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MPs call for independent software licensing body

IT Management: Politics & Law
by Karl Cushing

MPs call for independent software licensing body

MPs and IT users angered by the strong-arm tactics of the Business Software Alliance and the Federation Against Software Theft have called for an independent body to handle software licensing and compliance issues.

Liberal Democrat MP and IT spokesman Richard Allan called for a single, independent body to referee disputes between suppliers and users. He said users should be able to go to the body with compliance issues without the fear of being named and shamed.

"That requires a level of independence," said Allan. "It is difficult when you have industry bodies that are effectively supplier alliances because they will follow the suppliers' agendas."

David Roberts, chief executive of the Corporate IT Forum, Tif, said, "There is a real need for a body that can be seen to be representative of both the corporate users and the supplier community."

Roberts said users were "very conscious" of compliance as an issue but the absence of an effective representative body meant they ended up trying to do everything themselves.

Last week, the BSA caused outrage in the industry when it claimed that 26% of business software used in the UK is illegal.

David Rippon, chairman of the British Computer Society's Elite IT directors group called for the BSA to reveal the research methods its software piracy figures are based on.

Roberts accused the BSA of "grossly unprofessional" and "heavy-handed" behaviour. "All it is doing is increasing the divide between users and the suppliers. It just doesn't help the relationship," he said.

The BSA, whose members are mainly large software suppliers such as Adobe, Apple and Microsoft, has a controversial "name and shame" approach for companies it finds using unlicensed software and offers cash rewards for employees who snitch on their employers.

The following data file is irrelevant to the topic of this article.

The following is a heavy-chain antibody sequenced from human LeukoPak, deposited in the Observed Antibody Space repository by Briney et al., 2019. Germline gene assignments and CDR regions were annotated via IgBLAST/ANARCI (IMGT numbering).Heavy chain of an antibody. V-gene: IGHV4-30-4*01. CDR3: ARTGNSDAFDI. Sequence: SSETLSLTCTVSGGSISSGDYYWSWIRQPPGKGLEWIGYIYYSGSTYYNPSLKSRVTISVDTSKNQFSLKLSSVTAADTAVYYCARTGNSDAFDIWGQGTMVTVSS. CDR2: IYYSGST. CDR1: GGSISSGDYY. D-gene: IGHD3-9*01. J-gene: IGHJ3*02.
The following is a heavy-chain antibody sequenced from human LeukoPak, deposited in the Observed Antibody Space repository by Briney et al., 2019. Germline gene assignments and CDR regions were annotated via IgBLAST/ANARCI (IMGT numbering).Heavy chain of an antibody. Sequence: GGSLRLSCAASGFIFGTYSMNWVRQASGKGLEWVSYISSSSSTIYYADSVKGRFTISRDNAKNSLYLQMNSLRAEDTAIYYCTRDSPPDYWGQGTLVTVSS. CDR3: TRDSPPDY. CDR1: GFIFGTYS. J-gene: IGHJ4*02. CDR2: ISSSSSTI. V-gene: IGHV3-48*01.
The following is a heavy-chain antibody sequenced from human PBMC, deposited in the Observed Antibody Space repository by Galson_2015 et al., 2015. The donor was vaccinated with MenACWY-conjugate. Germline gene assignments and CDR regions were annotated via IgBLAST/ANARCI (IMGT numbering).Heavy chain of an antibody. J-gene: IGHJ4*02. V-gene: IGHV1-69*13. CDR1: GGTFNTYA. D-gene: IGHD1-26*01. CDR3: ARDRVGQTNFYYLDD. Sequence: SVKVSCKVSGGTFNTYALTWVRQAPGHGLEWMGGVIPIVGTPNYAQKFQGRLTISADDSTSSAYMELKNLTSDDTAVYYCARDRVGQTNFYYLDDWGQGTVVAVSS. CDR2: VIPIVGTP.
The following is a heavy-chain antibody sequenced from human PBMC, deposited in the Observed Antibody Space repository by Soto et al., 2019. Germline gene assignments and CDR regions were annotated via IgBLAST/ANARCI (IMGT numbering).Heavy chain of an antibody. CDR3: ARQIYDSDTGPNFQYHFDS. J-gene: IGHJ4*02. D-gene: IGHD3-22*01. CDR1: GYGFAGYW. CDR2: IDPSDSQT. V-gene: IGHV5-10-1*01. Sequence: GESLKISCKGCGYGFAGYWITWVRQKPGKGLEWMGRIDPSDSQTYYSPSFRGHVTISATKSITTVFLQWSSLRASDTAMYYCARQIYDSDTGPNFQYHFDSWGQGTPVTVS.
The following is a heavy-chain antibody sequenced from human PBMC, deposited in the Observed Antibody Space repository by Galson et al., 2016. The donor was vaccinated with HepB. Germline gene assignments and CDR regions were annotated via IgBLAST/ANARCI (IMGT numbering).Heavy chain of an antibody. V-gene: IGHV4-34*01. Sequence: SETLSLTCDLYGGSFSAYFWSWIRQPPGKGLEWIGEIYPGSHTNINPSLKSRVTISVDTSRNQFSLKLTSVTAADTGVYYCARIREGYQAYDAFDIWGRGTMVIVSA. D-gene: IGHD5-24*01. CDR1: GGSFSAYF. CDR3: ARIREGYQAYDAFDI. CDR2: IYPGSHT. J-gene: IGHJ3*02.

However, BSA chairman Mark Floisand defended his organisation's figures and its approach. "When an organisation comes to the BSA, we have a 'no prosecution' rule and we will provide compliance help. Come forward, put your hands up and you won't be prosecuted," he said.

Earlier in the year, IT user groups criticised rival organisation the Federation Against Software Theft for using scare tactics to get company board members to attend its events.

Computer Weekly comment: It is time for a new approach

The Business Software Alliance and the Federation Against Software Theft have become an anachronism for most IT users, who are tired of being called software pirates while being sold poor-quality, difficult-to-manage software by licensing body members.

No one will deny that software licensing and compliance are serious issues but it is hard to see how these two bodies will ever improve matters with the current breakdown of trust on both sides.

Earlier this year both Fast and the BSA were criticised for sending users correspondence claiming they might be non-compliant and warning company directors that they faced up to 10 years in prison and unlimited fines if their firms were found to be using illegal software.

The BSA also "names and shames" companies it finds using unlicensed software and offers cash rewards for employees who snitch on their employers.

In fact, neither body has any legal powers and organisations such as Tif advise users to ignore any correspondence from them.

The situation is exacerbated by the fact that the two bodies do not recognise one another, so working towards accreditation by one will still leave you open to accusations from the other.

Ultimately, if the BSA and Fast really want to improve the situation they should step aside and support the creation of a single, independent body that represents users as well as suppliers in a constructive manner. Fear, uncertainty and doubt tinged with harsh recrimination has been proved not to work - it is time for a new approach.

First published June 17, 2003

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